Yes, this joke is too early, but it will always be too early.

I will share three stories with you of women I know personally who felt comfortable sharing their experiences with me. And I only share it here, to perhaps bring some understanding, some enlightenment on how one is affected and reasons for waiting; waiting to confront abuser especially now as opposed to the 70’s 80’s 90’s and early 2000’s. The names have been changed as I respect the privacy of these women, my friends.


At 13 years old a family friend in his 30’s, who she babysat for, took her in the basement, pulled down her pants and fondled her. This happened for months, in the late 1970’s. At that time society’s general perception of rape, was thought of as forcible sex by a stranger.

He coerced her not to tell anyone. She didn’t. A year later, another older man messed with her. She became promiscuous as a teen. Choosing physically abusive men as partners, drinking and partying, using weed and alcohol. Now she is in her early 50’s and for the first time coming to terms with what happened so many years ago. If she should decide to confront her abusers 37 years later – who is anyone to judge her for waiting?


At 13 yrs old, she was walking alone in her neighbourhood in 1980. She was alone. A stranger, dragged her into the bushes, and raped her. She didn’t tell anyone. She didn’t tell her parents. When she told me, we were in our late 20’s; at the time of the rape, we were friends. I asked her why she didn’t tell her parents, she wasn’t able to verbalize why, but I understood. I understood. Her behaviour throughout our teens, finally made sense…her drinking, self-hatred. She was not promiscuous; in fact she was adamant on waiting to lose her virginity. I’m not certain if she still considered herself a virgin after her attack or she was using that as a reason to cover her emotional turmoil relating to sex after rape.   She told me about the rape in our late 20’s because of the following reason. She had been walking in the Eaton Centre, she was in her late 20’s. A man came up to her, and said, “I see you’ve grown up” and walked away. His face, his voice…it was the man who had raped her. She lost it. That is when she finally revealed it to me. He is still a stranger, she doesn’t know who he is, she froze when she realized who it was. She is an alcoholic, and has made questionable choices throughout her life, and maybe she would have made the same had she not been violently raped. But we will never know, because she lost her innocence that day. If she knew who he was, and decided to report him. Who is anyone to judge her for coming forward almost 40 years later?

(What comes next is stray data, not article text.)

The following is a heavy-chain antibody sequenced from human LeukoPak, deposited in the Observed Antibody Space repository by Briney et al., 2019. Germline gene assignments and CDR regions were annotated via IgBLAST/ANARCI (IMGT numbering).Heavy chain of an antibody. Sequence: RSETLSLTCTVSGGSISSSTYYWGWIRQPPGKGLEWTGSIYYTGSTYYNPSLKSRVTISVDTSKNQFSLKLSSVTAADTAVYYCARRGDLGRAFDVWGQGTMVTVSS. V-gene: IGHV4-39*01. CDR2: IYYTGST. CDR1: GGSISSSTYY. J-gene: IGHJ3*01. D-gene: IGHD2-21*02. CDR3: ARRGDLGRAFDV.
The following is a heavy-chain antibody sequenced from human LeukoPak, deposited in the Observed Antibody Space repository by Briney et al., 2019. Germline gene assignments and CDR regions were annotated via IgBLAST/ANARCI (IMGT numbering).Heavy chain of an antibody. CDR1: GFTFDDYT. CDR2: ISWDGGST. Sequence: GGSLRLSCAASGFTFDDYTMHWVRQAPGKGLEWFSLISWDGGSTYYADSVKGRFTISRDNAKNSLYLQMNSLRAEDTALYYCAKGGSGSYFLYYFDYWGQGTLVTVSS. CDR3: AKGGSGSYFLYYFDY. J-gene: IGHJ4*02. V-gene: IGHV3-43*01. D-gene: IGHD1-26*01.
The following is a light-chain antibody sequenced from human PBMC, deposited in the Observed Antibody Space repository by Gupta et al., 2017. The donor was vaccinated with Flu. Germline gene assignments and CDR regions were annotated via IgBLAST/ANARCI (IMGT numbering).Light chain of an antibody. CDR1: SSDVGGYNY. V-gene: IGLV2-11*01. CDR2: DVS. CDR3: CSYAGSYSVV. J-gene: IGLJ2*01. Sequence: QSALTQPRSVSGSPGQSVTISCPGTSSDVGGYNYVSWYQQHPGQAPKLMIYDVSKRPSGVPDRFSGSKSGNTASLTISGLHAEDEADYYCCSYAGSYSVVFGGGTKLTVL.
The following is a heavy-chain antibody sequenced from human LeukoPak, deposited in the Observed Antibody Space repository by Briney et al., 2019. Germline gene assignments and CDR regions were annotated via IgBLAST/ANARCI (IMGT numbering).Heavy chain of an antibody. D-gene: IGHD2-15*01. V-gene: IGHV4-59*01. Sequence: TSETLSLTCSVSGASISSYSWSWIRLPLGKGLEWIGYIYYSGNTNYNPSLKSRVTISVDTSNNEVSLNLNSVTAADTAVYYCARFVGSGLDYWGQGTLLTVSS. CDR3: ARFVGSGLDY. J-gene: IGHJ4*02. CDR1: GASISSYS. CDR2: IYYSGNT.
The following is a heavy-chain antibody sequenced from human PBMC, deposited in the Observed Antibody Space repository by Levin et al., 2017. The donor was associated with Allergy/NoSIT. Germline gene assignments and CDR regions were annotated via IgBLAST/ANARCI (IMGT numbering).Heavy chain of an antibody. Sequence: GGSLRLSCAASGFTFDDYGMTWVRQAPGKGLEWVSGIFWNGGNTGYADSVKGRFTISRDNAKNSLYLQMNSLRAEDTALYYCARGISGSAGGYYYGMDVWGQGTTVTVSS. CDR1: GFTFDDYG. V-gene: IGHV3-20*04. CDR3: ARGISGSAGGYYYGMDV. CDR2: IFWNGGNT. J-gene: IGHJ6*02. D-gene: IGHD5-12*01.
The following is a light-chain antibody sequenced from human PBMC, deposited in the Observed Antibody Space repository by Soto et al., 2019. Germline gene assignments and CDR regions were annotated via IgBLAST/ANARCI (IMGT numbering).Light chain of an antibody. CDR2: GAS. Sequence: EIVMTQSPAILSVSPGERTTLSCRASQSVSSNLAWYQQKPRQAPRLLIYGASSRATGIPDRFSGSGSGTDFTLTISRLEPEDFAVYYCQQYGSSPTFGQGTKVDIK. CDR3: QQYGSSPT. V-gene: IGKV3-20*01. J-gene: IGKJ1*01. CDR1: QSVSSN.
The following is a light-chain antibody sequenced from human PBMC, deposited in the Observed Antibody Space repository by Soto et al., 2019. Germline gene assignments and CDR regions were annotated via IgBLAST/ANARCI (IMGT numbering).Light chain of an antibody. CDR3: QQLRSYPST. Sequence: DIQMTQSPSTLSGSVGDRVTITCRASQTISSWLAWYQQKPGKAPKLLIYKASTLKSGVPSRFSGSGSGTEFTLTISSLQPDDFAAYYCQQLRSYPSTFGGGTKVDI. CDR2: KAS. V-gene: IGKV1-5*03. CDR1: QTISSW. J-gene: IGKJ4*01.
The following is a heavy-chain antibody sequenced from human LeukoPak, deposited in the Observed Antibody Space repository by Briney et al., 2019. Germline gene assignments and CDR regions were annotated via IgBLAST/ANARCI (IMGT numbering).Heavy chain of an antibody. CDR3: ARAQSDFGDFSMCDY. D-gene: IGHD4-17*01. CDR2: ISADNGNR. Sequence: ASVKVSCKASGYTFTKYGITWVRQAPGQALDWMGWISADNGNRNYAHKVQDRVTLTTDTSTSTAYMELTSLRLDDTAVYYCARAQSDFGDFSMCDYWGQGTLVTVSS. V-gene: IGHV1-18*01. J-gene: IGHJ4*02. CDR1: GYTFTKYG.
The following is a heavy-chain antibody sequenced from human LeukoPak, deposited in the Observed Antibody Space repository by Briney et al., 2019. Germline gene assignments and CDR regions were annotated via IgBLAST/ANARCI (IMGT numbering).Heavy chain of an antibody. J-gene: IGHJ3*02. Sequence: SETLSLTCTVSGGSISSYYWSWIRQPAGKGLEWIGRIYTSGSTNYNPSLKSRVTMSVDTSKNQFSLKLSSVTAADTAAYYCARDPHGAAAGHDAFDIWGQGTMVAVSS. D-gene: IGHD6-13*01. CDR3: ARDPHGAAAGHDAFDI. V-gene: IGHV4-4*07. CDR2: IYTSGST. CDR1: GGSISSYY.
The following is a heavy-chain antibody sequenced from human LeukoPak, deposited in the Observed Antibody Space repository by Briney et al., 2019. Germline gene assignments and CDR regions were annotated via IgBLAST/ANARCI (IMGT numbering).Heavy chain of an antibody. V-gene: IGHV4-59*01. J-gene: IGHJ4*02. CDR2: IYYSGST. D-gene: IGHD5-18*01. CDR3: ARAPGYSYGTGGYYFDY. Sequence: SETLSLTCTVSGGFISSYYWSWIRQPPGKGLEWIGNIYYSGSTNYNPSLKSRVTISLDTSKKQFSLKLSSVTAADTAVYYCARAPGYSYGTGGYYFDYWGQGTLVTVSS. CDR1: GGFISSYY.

At 16 yrs. old. Cindy had an admirer. He was about 22 yrs. old and a cousin of her friend. She didn’t particularly like him as she thought he was a little old for her and not really her type. However he was persistent, and since it was her friend’s cousin, she gave in to the pressure and said yes to a date. She went to meet him at his home, where he lived with his mother. However, when she got there, he was the only one home. She was with him in his room. He started to kiss her but she didn’t really want to, but she kissed him. One thing led to the next and she told him to stop, he wouldn’t listen to her, he held her down and penetrated her. She left feeling violated, but not sure if she did something wrong because she was at his house. She said no but he wouldn’t stop. That night she felt all sorts of emotions, she couldn’t believe it happened but wasn’t sure if it was her fault. He called her that night; he apologized to her for what he did. That was confirmation for her that his actions were wrong. She avoided him after that: she didn’t take his calls. She didn’t tell anyone about what happened, not even his cousin. It was 1984. She coped with it. Three years later while attending university she learned of the term, date rape and no means no. She finally had the words to describe what happened to her. 25 years later she saw him. He acted as if she was an old friend, seemingly not a memory of the last encounter. She has no reason to confront him she says, as he showed remorse and apologized hours after it happened. She doesn’t wish to revisit it.

The fourth story isn’t a story that I have been told personally. That is of women in the work place who have been sexually harassed. Yes they may be older, but it doesn’t change the dynamics and the added threat of losing ones job or professional opportunities when someone in power is the abuser. It also may take years to cope with the ramifications of an abusive situation.

Please, before you make light or berate a woman for taking her time to confront her abuser, think before you speak. Your words may be silencing another woman close to you who has been dealing with a sexual assault. Silencing is what abusers hope for, do not assist them in getting a way with sexually assaulting someone who could very well be your sister or brother, niece or nephew.